Tiller faced 19 misdemeanor charges that accused him of violating state laws involving late-term abortions. Cheryl Sullinger of Operation Rescue tells OneNewsNow they were disappointed with the verdict.
"We have to remember that these were the weakest of the charges that could have been brought by the state," she notes. "There were 30 charges that had been brought by former Attorney General Phil Kline in 2006 that were dismissed on jurisdictional reasons without having ever been considered on their merit."
Had Tiller faced those charges, Sullinger is confident he would have been convicted. Operation Rescue was at the forefront of the investigation, so Sullinger was asked if they are finished with Tiller.
"We have a number of other projects, and we believe that there's [sic] plenty of things that Tiller has done that violated the law that eventually, we're just going to keep pressing on until we finally get justice and we finally get a conviction," she concludes.
Kansas law allows abortions after a baby can survive outside the womb only if two independent doctors agree that it is necessary to save a women's life or prevent "substantial and irreversible" harm to "a major bodily function," a phrase that has been interpreted to include mental health.
Dr. Ann Kristin Neuhaus provided second opinions on late-term abortions before Tiller performed them.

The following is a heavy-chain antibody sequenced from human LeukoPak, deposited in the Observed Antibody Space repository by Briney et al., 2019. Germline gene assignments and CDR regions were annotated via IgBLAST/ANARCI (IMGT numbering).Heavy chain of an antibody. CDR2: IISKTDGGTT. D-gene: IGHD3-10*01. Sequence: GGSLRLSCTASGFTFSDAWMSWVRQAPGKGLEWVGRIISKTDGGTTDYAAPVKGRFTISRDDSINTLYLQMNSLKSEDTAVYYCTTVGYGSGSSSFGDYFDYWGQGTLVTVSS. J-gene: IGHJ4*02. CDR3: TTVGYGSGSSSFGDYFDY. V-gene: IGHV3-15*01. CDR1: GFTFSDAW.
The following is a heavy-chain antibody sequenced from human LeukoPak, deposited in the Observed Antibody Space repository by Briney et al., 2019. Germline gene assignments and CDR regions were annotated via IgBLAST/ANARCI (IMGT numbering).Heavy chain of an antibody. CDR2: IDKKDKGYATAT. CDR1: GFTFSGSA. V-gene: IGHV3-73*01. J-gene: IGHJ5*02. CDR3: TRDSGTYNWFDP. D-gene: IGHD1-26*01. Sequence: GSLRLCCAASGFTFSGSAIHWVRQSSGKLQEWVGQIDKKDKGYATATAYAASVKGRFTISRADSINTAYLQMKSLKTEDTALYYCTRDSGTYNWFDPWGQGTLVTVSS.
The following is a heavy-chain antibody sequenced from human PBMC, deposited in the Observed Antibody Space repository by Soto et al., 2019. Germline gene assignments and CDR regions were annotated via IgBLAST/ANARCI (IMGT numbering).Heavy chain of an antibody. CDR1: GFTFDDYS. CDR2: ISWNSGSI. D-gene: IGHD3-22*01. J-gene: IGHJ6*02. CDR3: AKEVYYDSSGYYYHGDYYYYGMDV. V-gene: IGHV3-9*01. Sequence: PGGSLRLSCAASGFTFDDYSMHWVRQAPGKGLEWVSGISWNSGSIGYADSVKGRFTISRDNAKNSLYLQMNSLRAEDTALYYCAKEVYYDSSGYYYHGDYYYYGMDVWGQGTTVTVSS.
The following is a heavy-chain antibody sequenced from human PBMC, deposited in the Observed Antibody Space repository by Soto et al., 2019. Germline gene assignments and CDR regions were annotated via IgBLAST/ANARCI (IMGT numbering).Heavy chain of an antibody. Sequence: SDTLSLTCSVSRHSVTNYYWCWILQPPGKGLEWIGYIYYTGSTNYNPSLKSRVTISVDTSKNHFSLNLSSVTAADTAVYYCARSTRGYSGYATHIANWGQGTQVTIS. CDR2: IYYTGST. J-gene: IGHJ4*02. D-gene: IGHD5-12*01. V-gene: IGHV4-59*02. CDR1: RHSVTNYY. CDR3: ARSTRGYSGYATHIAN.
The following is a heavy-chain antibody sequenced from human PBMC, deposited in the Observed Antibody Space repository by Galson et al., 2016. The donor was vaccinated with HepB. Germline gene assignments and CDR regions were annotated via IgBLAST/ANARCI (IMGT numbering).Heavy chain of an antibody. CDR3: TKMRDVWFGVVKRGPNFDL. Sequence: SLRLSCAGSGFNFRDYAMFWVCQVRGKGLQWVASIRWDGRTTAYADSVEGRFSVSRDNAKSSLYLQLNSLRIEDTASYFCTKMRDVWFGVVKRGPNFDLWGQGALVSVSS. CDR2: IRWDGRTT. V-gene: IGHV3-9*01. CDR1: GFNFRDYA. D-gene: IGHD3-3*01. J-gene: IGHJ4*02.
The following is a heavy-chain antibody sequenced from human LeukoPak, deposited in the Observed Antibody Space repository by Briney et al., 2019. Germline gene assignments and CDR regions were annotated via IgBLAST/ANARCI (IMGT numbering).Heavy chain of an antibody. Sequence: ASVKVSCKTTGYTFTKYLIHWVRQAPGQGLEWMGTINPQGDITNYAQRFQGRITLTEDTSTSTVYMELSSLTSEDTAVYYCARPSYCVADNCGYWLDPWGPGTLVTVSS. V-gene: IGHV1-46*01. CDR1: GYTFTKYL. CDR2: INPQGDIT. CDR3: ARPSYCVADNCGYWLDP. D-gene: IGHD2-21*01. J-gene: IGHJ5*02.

According to trial testimony, Tiller's patients paid Neuhaus $250 to $300 in cash for providing the consultation and the only way patients could see her was to make an appointment with Tiller's office.
Tiller testified that he used Neuhaus based on advice from his lawyers and from Larry Buening, who was then executive director of the Board of Healing Arts.
Prosecutors tried to show that Tiller ultimately relied on his lawyers' advice - an important distinction because the judge told attorneys before their opening statements that relying on the advice of an attorney cannot be used as a legal defense to criminal charges. They also questioned Tiller about the conversation with Buening, noting that Tiller had testified that Buening said he couldn't quote him.
Mary Kay Culp, executive director of Kansans for Life, said abortion opponents were never confident that Tiller would be prosecuted aggressively enough by Attorney General Steve Six.
"Even if Tiller had been found guilty, he would have appealed to the Supreme Court," Culp said, noting that four of the Kansas high court's seven justices were appointed by Democratic Gov. Kathleen Sebelius, who supports abortion rights.
Phill Kline, the former attorney general who started the investigation, expressed frustration at the prosecutors who tried the case, noting that their only witness was Neuhaus.
"You do not win cases nor achieve justice by calling one witness and ordering your staff not to initiate any additional effort to gather evidence," Kline said in a written statement.
Disney said his office had thoroughly investigated the case and "presented all the evidence that there was."
Tiller said he is one of three doctors in the U.S. who currently perform late-term abortions. The others are in Boulder, Colo., and Los Angeles, he said.